Revaluation FAQ: Who are these people coming to my door?

BY ZACHARY HORNER, News + Record Staff
Posted 6/21/19

The Chatham County government is in the midst of a property revaluation, which has led to some confused and concerned phone calls to the county’s tax office.

Karen Jones, the county’s …

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Revaluation FAQ: Who are these people coming to my door?

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The Chatham County government is in the midst of a property revaluation, which has led to some confused and concerned phone calls to the county’s tax office.

Karen Jones, the county’s assistant tax administrator, said she’s received several calls from citizens wondering who the people are coming up to their doors, knocking and asking questions about how many bedrooms they have and if there have been any renovations in recent years.

Odds are they’re with Vincent Valuations, a company hired by the county to perform a door-to-door analysis of the thousands of properties in Chatham County.

The News + Record sat down with Jones, Vincent Valuations Owner Ryan Vincent and Field Supervisor B.J. Keaton to get some clarity on what’s happening.

What is the revaluation?

KJ: The county has contracted with Vincent Valuations to view all the properties in the county. They are going door-to-door, knocking on doors. We want (citizens) to know that what we’re doing is in their best interest. We want our data to be accurate, and it’s better for them if it is accurate. We want everybody to pay the taxes, but we want the values to be fair and equitable. The only way we can do that is to make sure that our date is accurate, and the only way to do that is to make sure that the measurements are accurate. It’s really in everybody’s best interest to allow us to do this.

BK: As a data collection team, we will visit every single parcel in the county. We look at every single thing and treat them all the same. We want to be fair and we want to be accurate.

Why is the county reappraising properties?

KJ: This is state (law). This is something that has to be done every eight years. The last time we did a revaluation was in 2017, but they did not do a door-to-door. They did go out and look at everything, but they did not do a listed measure, which is required every eight years.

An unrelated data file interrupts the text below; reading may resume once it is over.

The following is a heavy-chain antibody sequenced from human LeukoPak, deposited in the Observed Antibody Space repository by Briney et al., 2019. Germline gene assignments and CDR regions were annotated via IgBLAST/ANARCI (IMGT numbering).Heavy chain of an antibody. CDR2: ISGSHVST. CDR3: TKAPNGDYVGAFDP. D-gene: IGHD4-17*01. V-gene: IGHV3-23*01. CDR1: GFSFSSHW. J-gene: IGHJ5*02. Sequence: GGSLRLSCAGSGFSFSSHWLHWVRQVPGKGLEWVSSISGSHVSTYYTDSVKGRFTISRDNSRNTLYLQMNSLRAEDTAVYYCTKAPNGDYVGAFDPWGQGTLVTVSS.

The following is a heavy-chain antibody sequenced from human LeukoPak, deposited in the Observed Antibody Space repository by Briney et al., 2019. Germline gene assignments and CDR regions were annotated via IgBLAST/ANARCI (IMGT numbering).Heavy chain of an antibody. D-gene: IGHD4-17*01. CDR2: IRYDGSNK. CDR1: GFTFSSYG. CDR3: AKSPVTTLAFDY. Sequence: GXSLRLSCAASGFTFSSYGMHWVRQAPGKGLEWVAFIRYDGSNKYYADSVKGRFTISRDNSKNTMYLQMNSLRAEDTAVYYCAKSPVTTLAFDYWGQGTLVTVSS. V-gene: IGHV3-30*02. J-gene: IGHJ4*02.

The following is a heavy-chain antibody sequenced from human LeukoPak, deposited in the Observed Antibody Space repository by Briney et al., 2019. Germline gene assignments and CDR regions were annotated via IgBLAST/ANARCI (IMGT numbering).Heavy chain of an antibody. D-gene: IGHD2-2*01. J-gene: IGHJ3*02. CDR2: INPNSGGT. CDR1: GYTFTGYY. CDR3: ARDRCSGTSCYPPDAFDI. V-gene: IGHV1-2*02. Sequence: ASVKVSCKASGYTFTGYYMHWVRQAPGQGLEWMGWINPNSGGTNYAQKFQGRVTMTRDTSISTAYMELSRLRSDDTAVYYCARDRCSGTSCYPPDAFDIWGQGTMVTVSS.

What is your process for doing the revaluation?

RV: We take the property record cards, which is all the information that the county has on file for every piece of property in the county, and from there, we go in the field and knock on the door. If anybody’s home, we ask them some questions about how many bedrooms, bathrooms, any renovations, do they have a basement, anything like that about the inside of the house. And then from there, they walk around the outside of the house and take measurements of the outside of the house and any out-buildings — garages, sheds, chicken houses, anything like that that may be on the property. And then we also take pictures of everything too. We just start in one part of the county and just work our way down through the tax neighborhoods.

How do people know appraisers are with the county?

BK: Whenever we arrive, we have our county ID tag, we have the door hangars that have the contact information for the county and explaining a summary of what we’re doing. We also have our safety vest with all the county markings on there, on the front and on the back as well. And every car we have is tagged with the county seal.

RV: If anyone wants to verify who we are, they can call the Tax Office. They can talk to Karen, they can talk to anybody in here. They’ll go through a series of questions — Did they have a county ID? Did they have a vest on? Did they have county magnets on their car? We try to do everything we can to represent the county in a good light and make sure people know we’re not out there to do anything nefarious.

If someone is not home when you come by, what’s the protocol?

RV: We knock on the door at least twice, just to make sure if somebody is there we try to make contact with them. From there, we’ll leave a door hangar and we’ll proceed to measure the outside of the house as if they were there. One thing is, if there’s fences or gates or anything, we don’t go through (them). We’ll measure everything that we can.

How do you determine the value of property?

RV: This is the first stage of a reappraisal, to make sure the data is correct. At a later date, we will analyze all the sales that occurred in the county. It ends up being thousands of sales. We’ll build a land valuation model to say, in this neighborhood or in this area, based on this particular sales, this is what land is worth. Then we’ll take that and break down the buildings and their characteristics and generate building models from there. Then we’ll review our values and make sure they’re in line with where they should be.

Vincent said his company is currently using 11 appraisers viewing 20-25 homes a day. It requires long hours, he said, sometimes in difficult weather conditions, but it has its upsides.

“Not every day is the same,” he said. “It’s always changing. The people you get to meet and the people you get to interact with. It’s a very niche job, and a lot of people don’t really think about it.”

For more information, or if you want to confirm an appraiser’s identity with the county, call the Chatham County Tax Administration Office and the appraisal department at 919-542-8211. The office’s address is 12 East Street, Pittsboro, in the courthouse annex.

Reporter Zachary Horner can be reached at or on Twitter at @ZachHornerCNR.


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